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Recent study finds a novel method for salmonella detection

11 May 2019, at 9:00a.m.

Researchers have piloted a salmonella detection method that yields results in two hours.

In a recent paper in Food Control, researchers have developed a new detection technique for Salmonella typhimurium. Their method used biosensors (devices that use living organisms, enzymes or antibodies to detect the presence of chemical substances). This method was able to accurately detect salmonella contamination in milk in as little as two hours.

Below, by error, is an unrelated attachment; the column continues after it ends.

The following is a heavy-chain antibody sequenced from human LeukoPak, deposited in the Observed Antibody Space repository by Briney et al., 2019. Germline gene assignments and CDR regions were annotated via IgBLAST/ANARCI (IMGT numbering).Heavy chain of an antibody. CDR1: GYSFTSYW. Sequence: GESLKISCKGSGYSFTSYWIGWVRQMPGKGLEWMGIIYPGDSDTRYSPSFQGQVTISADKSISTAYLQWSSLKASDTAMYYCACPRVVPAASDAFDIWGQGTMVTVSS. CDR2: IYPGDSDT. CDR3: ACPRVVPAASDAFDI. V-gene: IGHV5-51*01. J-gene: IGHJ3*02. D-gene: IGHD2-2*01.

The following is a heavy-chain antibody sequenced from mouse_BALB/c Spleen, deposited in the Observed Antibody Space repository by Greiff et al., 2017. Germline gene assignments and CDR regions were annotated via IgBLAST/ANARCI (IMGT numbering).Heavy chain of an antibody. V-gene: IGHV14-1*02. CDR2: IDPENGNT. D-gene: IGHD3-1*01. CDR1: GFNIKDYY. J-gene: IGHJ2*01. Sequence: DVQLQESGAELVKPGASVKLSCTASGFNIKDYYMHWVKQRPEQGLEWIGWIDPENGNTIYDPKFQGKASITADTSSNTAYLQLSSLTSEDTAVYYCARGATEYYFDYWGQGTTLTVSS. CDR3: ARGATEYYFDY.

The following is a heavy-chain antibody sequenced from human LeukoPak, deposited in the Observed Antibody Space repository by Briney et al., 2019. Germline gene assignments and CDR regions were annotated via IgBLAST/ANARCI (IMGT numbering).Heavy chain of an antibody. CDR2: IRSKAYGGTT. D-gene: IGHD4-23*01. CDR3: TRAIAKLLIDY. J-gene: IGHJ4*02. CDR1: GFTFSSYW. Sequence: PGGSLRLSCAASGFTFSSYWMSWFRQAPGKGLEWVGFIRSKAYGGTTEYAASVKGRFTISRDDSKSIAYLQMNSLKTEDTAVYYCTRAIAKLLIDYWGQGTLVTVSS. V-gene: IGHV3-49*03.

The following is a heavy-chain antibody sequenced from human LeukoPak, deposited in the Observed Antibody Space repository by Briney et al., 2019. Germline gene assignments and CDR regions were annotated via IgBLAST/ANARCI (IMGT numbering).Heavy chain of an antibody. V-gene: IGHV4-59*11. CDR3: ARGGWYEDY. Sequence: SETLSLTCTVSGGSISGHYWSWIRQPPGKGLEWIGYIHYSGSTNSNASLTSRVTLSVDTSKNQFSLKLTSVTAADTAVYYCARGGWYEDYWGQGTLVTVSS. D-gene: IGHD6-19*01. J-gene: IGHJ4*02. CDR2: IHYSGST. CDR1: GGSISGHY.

The biosensor used for this study relied on magnetic nanoparticles (MNPs) and catalases to detect the presence of Salmonella typhimurium in milk. Unlike detection methods that require the visual identification of salmonella bacteria or identify the presence of salmonella DNA in food samples, this method relied on the presence of electrical fields. Scientists found that the higher the concentration of salmonella bacteria, biosensors would exhibit higher electrical voltage. The biosensors developed by the researchers were able to accurately and reliably detect the presence of salmonella contamination within two hours. The study also indicated that the biosensor could be adapted to develop a lab-on-a-chip system that could be used to detect foodborne contamination in the field.

Read more about this study here.